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Tamoxifen-associated Endometrial Changes

Last Updated on August 23, 2020

Tamoxifen endometrium -Tamoxifen associated cystic endometrial hyperplasia on Transvaginal ultrasound
Tamoxifen associated cystic endometrial hyperplasia on Transvaginal ultrasound

What genital tract pathologies are associated with long term Tamoxifen use?

Long term Tamoxifen use in patients with breast cancer can cause endometrial polyps, endometrial hyperplasia, cystic endometrial atrophy, adenomyosis, fibroids, ovarian cysts, endometrial carcinoma.

What is the most common endometrial pathology associated with Tamoxifen use?

Endometrial polyps are the most common endometrial pathology reported in association with tamoxifen exposure.

  • Tamoxifen is a selective estrogen receptor modulator (SERM) used for chemoprophylaxis of breast cancer.
  • 50 percent of patients on Tamoxifen develop an endometrial lesion within 6 – 36 months. Severity is dependant on the duration of treatment.
  • Abnormal endometrial thickness criteria ⁉️ – Answer in the comments. Check your answer in the video below.
  • Endometrial thickness ranges from 9-13mm in patients with Tamoxifen use.

Imaging of tamoxifen-associated endometrial changes:

  • Ultrasound is the imaging modality of choice.
  • Typical findings: Thickened endometrium with multiple cystic spaces giving a “Swiss cheese’ pattern”.
  • Polyps will be seen as echogenic lesions with a vascular stalk.
  • Hysterosonography can be used as a problem solving tool.

How to distinguish endometrial polyps and submucosal fibroids on ultrasound and hyseterosonography?

Polyps appear as smoothly marginated oblong echogenic lesions with a narrow attachment to the endometrium but may be broad-based.

Submucosal fibroids appear as round structures arising from the myometrium with wide attachment to the myometrium.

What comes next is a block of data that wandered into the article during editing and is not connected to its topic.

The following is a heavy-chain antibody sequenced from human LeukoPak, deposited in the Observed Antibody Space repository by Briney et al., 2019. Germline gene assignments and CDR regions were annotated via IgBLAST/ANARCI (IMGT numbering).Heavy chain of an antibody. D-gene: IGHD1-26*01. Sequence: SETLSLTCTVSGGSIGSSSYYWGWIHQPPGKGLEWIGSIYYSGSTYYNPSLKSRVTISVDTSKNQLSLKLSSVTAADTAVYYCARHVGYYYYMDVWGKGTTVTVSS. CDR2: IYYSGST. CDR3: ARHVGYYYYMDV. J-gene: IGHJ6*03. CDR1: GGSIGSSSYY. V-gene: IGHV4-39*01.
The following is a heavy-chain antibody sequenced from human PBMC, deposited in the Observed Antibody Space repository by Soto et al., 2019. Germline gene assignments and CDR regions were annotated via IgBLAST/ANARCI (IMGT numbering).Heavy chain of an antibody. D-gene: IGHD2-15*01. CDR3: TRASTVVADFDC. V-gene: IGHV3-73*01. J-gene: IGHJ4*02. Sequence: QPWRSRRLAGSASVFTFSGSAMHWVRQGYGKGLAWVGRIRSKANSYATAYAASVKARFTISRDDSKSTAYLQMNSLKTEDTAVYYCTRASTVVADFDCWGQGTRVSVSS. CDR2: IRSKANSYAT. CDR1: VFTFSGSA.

Role of MRI in Tamoxifen associated endometrial changes:

MRI can be used in equivocal cases, however it is not used routinely. A study by Ascher et al. suggested that MR imaging may help identify which patients should undergo a sampling procedure and those who can be followed up with MR imaging.

Detailed video with PACS based case images:

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References:

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Dr. Amar Udare, MD



Dr. Amar Udare has completed medical school from KEM Hospital Mumbai and radiology residency from Tata Memorial Hospital, Mumbai. He is a board-certified radiologist.

He has also completed fellowships in body imaging from Mumbai and Ottawa and is currently pursuing a fellowship in cross-section imaging at McMaster University, Canada.

He has a passion for teaching and his area of interest is body imaging. He started the website, RadioGyan to share radiology resources and cases to help residents and radiologists (#FOAMrad #radiology). He was a semi-finalist for the 2018 and 2020 Aunt-Minnie Most effective Radiology Educator Award.


You can read my most recent publications on: PubMed and Google Scholar



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